Salt water vs. infrastructure

Photo: Michael Tapp

Salt water is still winning. Unfortunately.

Remember back during the Fukushima crisis, when you heard a lot of talk about why the people trying to save the plant didn't want to use sea water to cool the reactors? There were a number of reasons for that (check out this interview Scientific American's Larry Greeenemeier did with a nuclear engineer), but one factor was the fact that salt water corrodes the heck out of metal. Pump it into a metal reactor unit and that unit won't be usable again.

Now, the corrosive power of salt water is in the news again — and this time it's ripping through New York City's underground network of subways and utility infrastructure. I like the short piece that Gizmodo's Patrick DiJusto put together, explaining why salt water in your subway is even worse than plain, old regular water:

When two different types of metal (or metal with two different components) are placed in water, they become a battery: the metal that is more reactive corrodes first, losing electrons and forming positive ions, which then go into water, while the less reactive metal becomes a cathode, absorbing those ions. This process happens much more vigorously when the water is electrically conductive, and salt water contains enough sodium and chloride ions to be 40 times more conductive than fresh water. (The chloride ion also easily penetrates the surface films of most metals, speeding corrosion even further.) Other dissolved metals in sea water, like magnesium or potassium, can cause spots of concentrated local corrosion.

Read the full piece at Gizmodo

Via Tom Levenson

Image: Hurricane Sandy Subway Shutdown New York, a Creative Commons Attribution Non-Commercial (2.0) image from 59949757@N06's photostream


  1. Sounds like an excellent opportunity to invest in rebuilding infrastructures all over the easter seaboard. Imagine the JOBS and GROWTH that could be spurred.

    1. Broken Window Fallacy

      “It’s a tempting argument, really. After all, every time something catastrophic happens, whether it’s a house fire, an earthquake, or a devastating storm, there is indeed economic activity created. Most immediately, the companies involved in recovery and debris removal benefit, often at highly inflated prices given the supply and demand issues involved, as do the people that work for them. However, as I’ve noted before, this is a rather short-sighted argument that ignores the costs that are incurred when a massive disaster like Sandy occurs, not to mention lost opportunity costs of the investments and purchases that would have been made if businesses, homeowners, and the government had not been forced to divert funds because of the destruction that Sandy unleashed on the United States”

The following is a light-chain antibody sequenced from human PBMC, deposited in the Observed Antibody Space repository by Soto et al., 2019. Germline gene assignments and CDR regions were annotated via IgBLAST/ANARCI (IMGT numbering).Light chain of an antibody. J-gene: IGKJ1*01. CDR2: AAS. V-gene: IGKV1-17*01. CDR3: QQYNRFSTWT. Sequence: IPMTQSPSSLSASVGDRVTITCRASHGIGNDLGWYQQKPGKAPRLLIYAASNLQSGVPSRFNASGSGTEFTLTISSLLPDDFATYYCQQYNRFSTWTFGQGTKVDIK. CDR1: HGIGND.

1.  Ah, but it’s not as simple as it might seem on the face of it. Under the entirety of Manhattan island, lay a subterranean layer-cake of aging utilities dating back to as late as the 1880’s. There is a huge workforce of utility contractors and subcontractors that have to be specially trained to know how to patch/fix such old tech in a spaghetti mess of haphazard lines. Training costs money. Disruptions to service cost money. And obsolete equipment abandoned in place underground doesn’t exactly cost money, but it does add to the difficulty of fixing what does work.

        Now, where your counter-argument falls down is this. Saltwater has gotten into all sorts of underground and under grade equipment in NYC. You can spend money to rip it out and replace it with new or re-certified infrastructure/equipment now, and spend MUCH less on maintenance from here on out. (You could also replace what just acts faulty and spend a little more on maintenance.) Or you could do what your “broken window” argument makes you seem like you are advocating, which is do nothing now and wait for it all to fail. And fail it will.

  2. Fun electrochemistry for kids and curious adults: Two coins of different metal, not touching, in a shallow plate of water with a dash of salt. Wait days. Try foreign coins, different salts.

  3. My suggestion would be to drain it and flush it with fresh water (river water would do) several times.  It’s not like anything is going to get any MORE wet than it already has and they’re going to go around and wash most of the stuff off with water anyway.

    1. Did you  miss the part about the irreversible chemical reactions leading to degradation of the entire system?

      We’re going to have to rebuild a bunch of it.  And Chris Christie is going to need to accept federal rail money this time.

  4. Salt water isn’t the same as sea water.  Sea water is way nastier.

    Many companies list different material resistance properties for the two.

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